E Business And Households Amass Cash To Withstand The Pandemic

In the 1930s Keynes introduced the notion that one of the most important components of the demand for money was the need to hold cash balances for contingency purposes, also known as liquidity preference. Keynes introduced the concept that uncertainty is one of the prime reasons for holding cash. Excess preference for liquidity was one of the underlying reasons why he argued that economies failed to achieve full employment. At times like this, with a resurgence of COVID-19, liquidity can be prized above all else. Starting in the second quarter of 2020, incomes started to drop like a stone, and then emergency government transfer payments went into action and mitigated much of the fall in personal and business income. Nonetheless, consumers held back purchases of services and, to a lesser extent, of goods. While economies were simply whipsawed between falling incomes and government support programs, the savings rate soared.

In Q2 the US savings rate ballooned to 33% and in Canada to 28%, compared to the historical average rate of around 4%. In Q3, the savings rate has fallen back to approximately 14% in each country. Current indications are that the rate will remain at that level for the balance of the year while consumers remain cautious. Evidently, consumers are paying down some credit cards and other consumer loans ( foregoing consumption). Interestingly, it is the rise in cash deposited in commercial banks that can account for much of the jump in the savings rate.

A recent CIBC report on Canada revealed that households’ cash deposited in chequing and savings accounts in Canada rose by 12% y/y. The CIBC estimates that this excess cash is by far the largest on record and is equivalent to 4% of consumer spending. Considering the paltry rate of interest offered by the banks, this growth is even more dramatic, especially since most of the deposit growth is in the form of non-interest- bearing chequing accounts. The CIBC economists also identified that cash was king for Canadian businesses, which are now growing their cash positions by close to 15%  y/y.That growth is coming from operating accounts, which are experiencing a 30% y/y pace of growth in Canada.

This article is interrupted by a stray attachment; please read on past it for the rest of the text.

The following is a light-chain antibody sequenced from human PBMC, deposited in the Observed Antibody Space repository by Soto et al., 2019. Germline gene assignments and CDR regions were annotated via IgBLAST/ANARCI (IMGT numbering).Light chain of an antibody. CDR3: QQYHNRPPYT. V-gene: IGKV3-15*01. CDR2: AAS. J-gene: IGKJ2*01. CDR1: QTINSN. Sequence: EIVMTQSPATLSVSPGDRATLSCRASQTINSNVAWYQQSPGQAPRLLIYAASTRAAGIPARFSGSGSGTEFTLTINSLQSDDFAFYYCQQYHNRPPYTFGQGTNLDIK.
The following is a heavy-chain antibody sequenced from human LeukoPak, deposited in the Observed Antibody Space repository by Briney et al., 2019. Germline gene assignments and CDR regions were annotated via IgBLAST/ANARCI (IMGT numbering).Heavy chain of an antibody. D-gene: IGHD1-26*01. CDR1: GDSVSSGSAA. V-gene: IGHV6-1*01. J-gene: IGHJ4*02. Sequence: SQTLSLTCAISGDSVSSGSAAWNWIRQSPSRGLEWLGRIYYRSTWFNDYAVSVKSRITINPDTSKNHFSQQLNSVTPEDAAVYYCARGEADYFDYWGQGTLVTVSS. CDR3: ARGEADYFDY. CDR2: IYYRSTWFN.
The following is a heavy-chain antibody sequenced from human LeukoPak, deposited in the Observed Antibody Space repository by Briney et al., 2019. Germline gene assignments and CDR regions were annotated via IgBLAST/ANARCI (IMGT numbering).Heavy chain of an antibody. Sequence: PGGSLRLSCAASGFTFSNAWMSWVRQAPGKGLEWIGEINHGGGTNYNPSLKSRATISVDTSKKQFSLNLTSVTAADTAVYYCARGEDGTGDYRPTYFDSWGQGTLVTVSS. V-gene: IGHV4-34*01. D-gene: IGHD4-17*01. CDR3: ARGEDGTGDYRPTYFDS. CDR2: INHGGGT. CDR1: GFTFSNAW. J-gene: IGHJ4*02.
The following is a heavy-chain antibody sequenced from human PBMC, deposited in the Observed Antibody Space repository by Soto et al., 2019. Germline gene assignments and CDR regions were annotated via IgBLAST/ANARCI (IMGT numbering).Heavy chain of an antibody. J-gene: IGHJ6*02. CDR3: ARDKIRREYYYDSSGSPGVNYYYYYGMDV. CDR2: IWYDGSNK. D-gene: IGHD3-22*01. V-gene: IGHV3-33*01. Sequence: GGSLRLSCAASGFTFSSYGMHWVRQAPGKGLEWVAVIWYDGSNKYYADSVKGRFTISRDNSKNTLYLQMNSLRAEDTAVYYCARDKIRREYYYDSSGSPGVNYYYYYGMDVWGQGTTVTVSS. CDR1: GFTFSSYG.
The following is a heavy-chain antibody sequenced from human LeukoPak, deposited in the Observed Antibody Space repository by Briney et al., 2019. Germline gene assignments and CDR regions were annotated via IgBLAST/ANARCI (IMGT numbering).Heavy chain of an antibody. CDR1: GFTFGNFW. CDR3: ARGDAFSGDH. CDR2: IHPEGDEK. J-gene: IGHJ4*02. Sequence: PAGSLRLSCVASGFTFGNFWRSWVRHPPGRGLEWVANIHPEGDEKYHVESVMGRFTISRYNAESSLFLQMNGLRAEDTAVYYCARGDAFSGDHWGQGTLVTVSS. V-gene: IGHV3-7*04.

1 2
View single page >> |
How did you like this article? Let us know so we can better customize your reading experience.

Comments

Leave a comment to automatically be entered into our contest to win a free Echo Show.
Arthur Donner 8 months ago Contributor's comment

Excellent piece Norman. A lot of household spending power, if confidence is resumed.

My guess is that even when the real economy has a bit of momentum, consumer confidence will continue to be dicey since there are so many difficult challenges in the environment to digest -- job security, investment and pensions, etc.

The comment was deleted!

Norman Mogil 8 months ago Author's comment

So far the banks have been able to attract deposits. The alternative for safe keeping is short-term government debt which is a near- form of cash.

The longer-term problem is insufficient spending and too much saving which holds back economic growth.